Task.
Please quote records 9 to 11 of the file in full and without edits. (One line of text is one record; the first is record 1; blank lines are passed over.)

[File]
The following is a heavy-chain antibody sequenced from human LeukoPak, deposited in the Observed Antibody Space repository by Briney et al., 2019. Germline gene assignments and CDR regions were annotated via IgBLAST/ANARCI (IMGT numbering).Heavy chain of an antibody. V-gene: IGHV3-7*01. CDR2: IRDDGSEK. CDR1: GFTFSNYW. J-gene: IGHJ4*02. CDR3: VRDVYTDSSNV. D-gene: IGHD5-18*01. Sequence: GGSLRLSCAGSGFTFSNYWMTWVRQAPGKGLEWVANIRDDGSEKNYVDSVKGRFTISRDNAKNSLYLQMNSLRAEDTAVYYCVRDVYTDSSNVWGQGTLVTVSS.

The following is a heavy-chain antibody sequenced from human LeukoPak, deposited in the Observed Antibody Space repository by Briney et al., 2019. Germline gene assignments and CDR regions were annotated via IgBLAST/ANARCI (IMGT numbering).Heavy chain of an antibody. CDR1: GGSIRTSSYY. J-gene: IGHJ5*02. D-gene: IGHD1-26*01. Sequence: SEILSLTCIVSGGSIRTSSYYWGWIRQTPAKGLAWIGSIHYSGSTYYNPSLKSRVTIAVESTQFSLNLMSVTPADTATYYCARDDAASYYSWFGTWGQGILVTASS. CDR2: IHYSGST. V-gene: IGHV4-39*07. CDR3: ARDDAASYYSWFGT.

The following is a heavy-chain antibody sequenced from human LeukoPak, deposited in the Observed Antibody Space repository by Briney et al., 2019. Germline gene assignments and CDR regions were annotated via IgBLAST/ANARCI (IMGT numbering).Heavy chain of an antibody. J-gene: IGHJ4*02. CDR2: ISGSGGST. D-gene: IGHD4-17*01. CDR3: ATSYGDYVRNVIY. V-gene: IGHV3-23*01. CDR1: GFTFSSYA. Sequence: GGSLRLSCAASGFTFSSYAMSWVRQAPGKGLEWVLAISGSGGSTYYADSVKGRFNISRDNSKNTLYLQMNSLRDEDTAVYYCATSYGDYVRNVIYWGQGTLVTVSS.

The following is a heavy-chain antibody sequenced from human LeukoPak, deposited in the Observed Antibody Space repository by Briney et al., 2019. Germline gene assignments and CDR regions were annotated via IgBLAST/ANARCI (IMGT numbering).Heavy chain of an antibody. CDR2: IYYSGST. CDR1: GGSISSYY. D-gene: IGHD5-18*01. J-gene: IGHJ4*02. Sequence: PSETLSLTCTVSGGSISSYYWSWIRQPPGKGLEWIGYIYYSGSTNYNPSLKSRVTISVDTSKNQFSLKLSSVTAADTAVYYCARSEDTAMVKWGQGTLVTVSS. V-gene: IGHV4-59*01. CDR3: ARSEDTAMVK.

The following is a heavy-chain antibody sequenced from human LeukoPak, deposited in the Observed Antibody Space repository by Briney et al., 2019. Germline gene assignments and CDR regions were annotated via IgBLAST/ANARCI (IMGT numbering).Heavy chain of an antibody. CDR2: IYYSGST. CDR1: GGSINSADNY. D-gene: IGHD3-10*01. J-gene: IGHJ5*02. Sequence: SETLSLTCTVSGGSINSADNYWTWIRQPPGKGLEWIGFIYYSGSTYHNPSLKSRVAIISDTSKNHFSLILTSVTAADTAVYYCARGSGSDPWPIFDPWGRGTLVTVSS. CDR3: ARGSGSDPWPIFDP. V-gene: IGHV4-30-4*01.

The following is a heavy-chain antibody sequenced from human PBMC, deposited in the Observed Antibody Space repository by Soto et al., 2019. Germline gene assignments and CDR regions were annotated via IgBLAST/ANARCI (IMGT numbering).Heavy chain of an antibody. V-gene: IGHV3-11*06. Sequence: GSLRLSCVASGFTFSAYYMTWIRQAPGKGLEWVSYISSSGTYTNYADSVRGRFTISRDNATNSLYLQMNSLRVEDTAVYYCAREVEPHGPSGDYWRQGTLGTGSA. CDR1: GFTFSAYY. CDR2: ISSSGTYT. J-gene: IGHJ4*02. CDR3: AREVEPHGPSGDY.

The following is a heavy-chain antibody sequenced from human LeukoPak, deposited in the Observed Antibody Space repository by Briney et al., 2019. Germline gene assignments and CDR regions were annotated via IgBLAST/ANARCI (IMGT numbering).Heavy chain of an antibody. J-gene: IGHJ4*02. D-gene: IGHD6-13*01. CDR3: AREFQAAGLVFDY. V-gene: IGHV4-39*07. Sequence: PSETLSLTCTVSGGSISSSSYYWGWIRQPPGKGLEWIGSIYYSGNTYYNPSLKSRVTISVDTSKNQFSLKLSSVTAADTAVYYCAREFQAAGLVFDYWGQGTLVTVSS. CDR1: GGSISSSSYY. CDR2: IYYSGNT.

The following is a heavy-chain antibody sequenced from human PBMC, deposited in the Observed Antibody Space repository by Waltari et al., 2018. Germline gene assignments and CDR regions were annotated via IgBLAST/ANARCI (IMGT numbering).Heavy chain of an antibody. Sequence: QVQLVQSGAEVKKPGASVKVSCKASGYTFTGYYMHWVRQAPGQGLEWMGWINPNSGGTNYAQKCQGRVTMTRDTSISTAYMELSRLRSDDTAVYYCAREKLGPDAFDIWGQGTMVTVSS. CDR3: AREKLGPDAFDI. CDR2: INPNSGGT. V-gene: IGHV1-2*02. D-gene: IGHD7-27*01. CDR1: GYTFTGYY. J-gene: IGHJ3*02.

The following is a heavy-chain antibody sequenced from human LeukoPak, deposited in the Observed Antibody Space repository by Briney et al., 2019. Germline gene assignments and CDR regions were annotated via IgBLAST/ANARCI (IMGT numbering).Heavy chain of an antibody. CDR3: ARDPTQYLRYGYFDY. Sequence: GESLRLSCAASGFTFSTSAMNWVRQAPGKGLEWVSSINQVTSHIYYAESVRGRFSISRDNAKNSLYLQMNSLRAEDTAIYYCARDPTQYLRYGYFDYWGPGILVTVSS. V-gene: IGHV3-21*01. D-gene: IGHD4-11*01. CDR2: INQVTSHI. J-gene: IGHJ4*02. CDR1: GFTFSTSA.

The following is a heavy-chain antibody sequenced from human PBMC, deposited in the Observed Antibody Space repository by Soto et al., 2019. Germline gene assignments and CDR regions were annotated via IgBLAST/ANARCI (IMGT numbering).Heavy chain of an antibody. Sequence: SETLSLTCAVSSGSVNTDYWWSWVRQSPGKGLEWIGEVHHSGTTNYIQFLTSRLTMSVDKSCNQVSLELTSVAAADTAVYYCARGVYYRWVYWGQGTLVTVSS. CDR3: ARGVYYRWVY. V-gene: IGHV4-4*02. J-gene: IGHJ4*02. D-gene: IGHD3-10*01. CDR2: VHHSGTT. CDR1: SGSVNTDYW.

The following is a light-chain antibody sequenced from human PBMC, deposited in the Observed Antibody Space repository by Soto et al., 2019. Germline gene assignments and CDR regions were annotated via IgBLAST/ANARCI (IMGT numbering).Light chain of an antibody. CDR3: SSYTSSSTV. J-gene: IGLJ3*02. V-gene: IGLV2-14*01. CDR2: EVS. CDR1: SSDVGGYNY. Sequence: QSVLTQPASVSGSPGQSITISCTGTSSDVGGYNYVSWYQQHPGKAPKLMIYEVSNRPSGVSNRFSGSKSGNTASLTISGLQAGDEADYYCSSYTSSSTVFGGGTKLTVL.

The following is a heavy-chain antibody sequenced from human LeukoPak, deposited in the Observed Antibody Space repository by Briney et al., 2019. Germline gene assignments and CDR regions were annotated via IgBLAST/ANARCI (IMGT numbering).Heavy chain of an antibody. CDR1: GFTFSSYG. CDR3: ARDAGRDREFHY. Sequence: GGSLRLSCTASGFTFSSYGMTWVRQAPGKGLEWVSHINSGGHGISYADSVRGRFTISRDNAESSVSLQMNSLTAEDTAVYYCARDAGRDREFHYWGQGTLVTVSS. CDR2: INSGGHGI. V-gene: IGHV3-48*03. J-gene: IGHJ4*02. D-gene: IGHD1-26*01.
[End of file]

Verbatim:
The following is a heavy-chain antibody sequenced from human LeukoPak, deposited in the Observed Antibody Space repository by Briney et al., 2019. Germline gene assignments and CDR regions were annotated via IgBLAST/ANARCI (IMGT numbering).Heavy chain of an antibody. CDR3: ARDPTQYLRYGYFDY. Sequence: GESLRLSCAASGFTFSTSAMNWVRQAPGKGLEWVSSINQVTSHIYYAESVRGRFSISRDNAKNSLYLQMNSLRAEDTAIYYCARDPTQYLRYGYFDYWGPGILVTVSS. V-gene: IGHV3-21*01. D-gene: IGHD4-11*01. CDR2: INQVTSHI. J-gene: IGHJ4*02. CDR1: GFTFSTSA.

The following is a heavy-chain antibody sequenced from human PBMC, deposited in the Observed Antibody Space repository by Soto et al., 2019. Germline gene assignments and CDR regions were annotated via IgBLAST/ANARCI (IMGT numbering).Heavy chain of an antibody. Sequence: SETLSLTCAVSSGSVNTDYWWSWVRQSPGKGLEWIGEVHHSGTTNYIQFLTSRLTMSVDKSCNQVSLELTSVAAADTAVYYCARGVYYRWVYWGQGTLVTVSS. CDR3: ARGVYYRWVY. V-gene: IGHV4-4*02. J-gene: IGHJ4*02. D-gene: IGHD3-10*01. CDR2: VHHSGTT. CDR1: SGSVNTDYW.

The following is a light-chain antibody sequenced from human PBMC, deposited in the Observed Antibody Space repository by Soto et al., 2019. Germline gene assignments and CDR regions were annotated via IgBLAST/ANARCI (IMGT numbering).Light chain of an antibody. CDR3: SSYTSSSTV. J-gene: IGLJ3*02. V-gene: IGLV2-14*01. CDR2: EVS. CDR1: SSDVGGYNY. Sequence: QSVLTQPASVSGSPGQSITISCTGTSSDVGGYNYVSWYQQHPGKAPKLMIYEVSNRPSGVSNRFSGSKSGNTASLTISGLQAGDEADYYCSSYTSSSTVFGGGTKLTVL.